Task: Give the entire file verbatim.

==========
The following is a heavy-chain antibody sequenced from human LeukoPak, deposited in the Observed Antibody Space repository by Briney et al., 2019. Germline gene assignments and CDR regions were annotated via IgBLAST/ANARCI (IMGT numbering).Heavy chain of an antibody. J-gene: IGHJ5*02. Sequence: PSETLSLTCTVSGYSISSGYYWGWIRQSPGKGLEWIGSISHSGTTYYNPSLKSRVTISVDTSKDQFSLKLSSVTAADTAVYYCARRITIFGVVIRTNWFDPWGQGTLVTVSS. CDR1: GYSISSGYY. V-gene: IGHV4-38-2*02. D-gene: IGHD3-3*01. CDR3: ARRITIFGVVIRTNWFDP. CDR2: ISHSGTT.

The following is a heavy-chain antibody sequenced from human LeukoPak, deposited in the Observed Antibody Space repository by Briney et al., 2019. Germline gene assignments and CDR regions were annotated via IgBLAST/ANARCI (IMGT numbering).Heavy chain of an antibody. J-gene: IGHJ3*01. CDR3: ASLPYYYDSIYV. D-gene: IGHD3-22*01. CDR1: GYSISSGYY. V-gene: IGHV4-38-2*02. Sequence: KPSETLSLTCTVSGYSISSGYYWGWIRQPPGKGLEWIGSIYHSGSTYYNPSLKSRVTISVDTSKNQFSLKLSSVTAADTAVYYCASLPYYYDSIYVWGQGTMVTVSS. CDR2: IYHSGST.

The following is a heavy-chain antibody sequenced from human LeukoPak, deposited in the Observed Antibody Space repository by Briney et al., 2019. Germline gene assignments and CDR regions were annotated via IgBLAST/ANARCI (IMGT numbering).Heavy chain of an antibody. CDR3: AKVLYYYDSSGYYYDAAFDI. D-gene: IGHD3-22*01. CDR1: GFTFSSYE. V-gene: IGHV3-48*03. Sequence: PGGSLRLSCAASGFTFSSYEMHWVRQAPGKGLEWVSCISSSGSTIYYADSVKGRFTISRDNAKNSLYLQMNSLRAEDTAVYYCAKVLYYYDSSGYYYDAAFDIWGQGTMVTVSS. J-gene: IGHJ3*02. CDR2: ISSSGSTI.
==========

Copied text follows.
The following is a heavy-chain antibody sequenced from human LeukoPak, deposited in the Observed Antibody Space repository by Briney et al., 2019. Germline gene assignments and CDR regions were annotated via IgBLAST/ANARCI (IMGT numbering).Heavy chain of an antibody. J-gene: IGHJ5*02. Sequence: PSETLSLTCTVSGYSISSGYYWGWIRQSPGKGLEWIGSISHSGTTYYNPSLKSRVTISVDTSKDQFSLKLSSVTAADTAVYYCARRITIFGVVIRTNWFDPWGQGTLVTVSS. CDR1: GYSISSGYY. V-gene: IGHV4-38-2*02. D-gene: IGHD3-3*01. CDR3: ARRITIFGVVIRTNWFDP. CDR2: ISHSGTT.

The following is a heavy-chain antibody sequenced from human LeukoPak, deposited in the Observed Antibody Space repository by Briney et al., 2019. Germline gene assignments and CDR regions were annotated via IgBLAST/ANARCI (IMGT numbering).Heavy chain of an antibody. J-gene: IGHJ3*01. CDR3: ASLPYYYDSIYV. D-gene: IGHD3-22*01. CDR1: GYSISSGYY. V-gene: IGHV4-38-2*02. Sequence: KPSETLSLTCTVSGYSISSGYYWGWIRQPPGKGLEWIGSIYHSGSTYYNPSLKSRVTISVDTSKNQFSLKLSSVTAADTAVYYCASLPYYYDSIYVWGQGTMVTVSS. CDR2: IYHSGST.

The following is a heavy-chain antibody sequenced from human LeukoPak, deposited in the Observed Antibody Space repository by Briney et al., 2019. Germline gene assignments and CDR regions were annotated via IgBLAST/ANARCI (IMGT numbering).Heavy chain of an antibody. CDR3: AKVLYYYDSSGYYYDAAFDI. D-gene: IGHD3-22*01. CDR1: GFTFSSYE. V-gene: IGHV3-48*03. Sequence: PGGSLRLSCAASGFTFSSYEMHWVRQAPGKGLEWVSCISSSGSTIYYADSVKGRFTISRDNAKNSLYLQMNSLRAEDTAVYYCAKVLYYYDSSGYYYDAAFDIWGQGTMVTVSS. J-gene: IGHJ3*02. CDR2: ISSSGSTI.